Nepal: Restless move for truth and justice
The peace accord that ended Nepal’s armed conflict called for the establishment of a Truth and Reconciliation commission to tackle impunity and promote reconciliation. Yet, six years on, victims of Nepal’s conflict are still waiting for a commission to be set up. Ambika Pokhrel, Insight on Conflict’s Local Correspondent for Nepal, looks at why the process has taken so long. Read more »
DR Congo: Magic spells, chicken’s blood and making peace
Sophie Tholstrup, DFID’s DR Congo Humanitarian and Development Coordinator, shares her reflections of a workshop which brought together local peacebuilding organisations to discuss how best to encourage combatants to demobilise and reintegrate.Read more »
Afghanistan: women struggling for representation in the peace process
Women in Afghanistan are struggling to have their voices heard in the country’s peace process. Mariam Safi, Insight on Conflict’s local correspondent for Afghanistan, argues that increasing women’s representation must become a top priority. Read more »
Women sidelined from Burma’s fledgling peace process
Burma is going through a process of unprecedented change. Central to the long-term viability of this “new Burma,” are efforts to bring about national reconciliation and secure a lasting peace between the Burma military and the many non-state armed groups that have been fighting for self-determination for decades. Women could play a key role in this process, however so far their voices have been sidelined. Read more »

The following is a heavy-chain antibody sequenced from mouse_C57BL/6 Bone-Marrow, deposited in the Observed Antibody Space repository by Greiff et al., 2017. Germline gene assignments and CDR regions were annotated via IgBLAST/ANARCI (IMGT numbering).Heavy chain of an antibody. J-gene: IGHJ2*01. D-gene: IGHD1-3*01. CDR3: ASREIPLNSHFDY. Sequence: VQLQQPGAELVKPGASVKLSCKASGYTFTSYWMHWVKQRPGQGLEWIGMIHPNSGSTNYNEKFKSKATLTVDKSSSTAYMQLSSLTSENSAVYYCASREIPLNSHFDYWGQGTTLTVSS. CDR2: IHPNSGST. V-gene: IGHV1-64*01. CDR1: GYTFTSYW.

The silence of male/male rape victims in Burundi and DRC
Increasing evidence shows that men are also the victims of rape within conflicts and war. We need to understand that men are not only perpetrators, but can also be victims of sexual violence, if we are to end their stigmatization and provide them with support, argues Thomas E. Wikstøl. Read more »
Uganda at 50: unfinished business
Churchill described Uganda as the pearl of Africa. As the country celebrates 50 years of independence, Stephen Oola asks why the country has been so beset by problems since then, and if the next 50 years will be any better. Read more »
Lebanon: The fear of the unknown
After a prolonged civil war has come to an end, there often remains a fear of the other community, particularly regarding religion and ethnicity. Rosi Kern, Insight on Conflict’s local correspondent for Lebanon, discusses how Lebanese peacebuilding organisations are seeking to avoid this. Read more »
From the ground up: Women’s roles in local peacebuilding
To mark International Peace Day on 21 September, Womankind Worldwide and ActionAid launched a new report on the vital but overlooked roles of women peacebuilders. Lee Webster, Policy and Advocacy Manager, gives an overview of the study. Read more »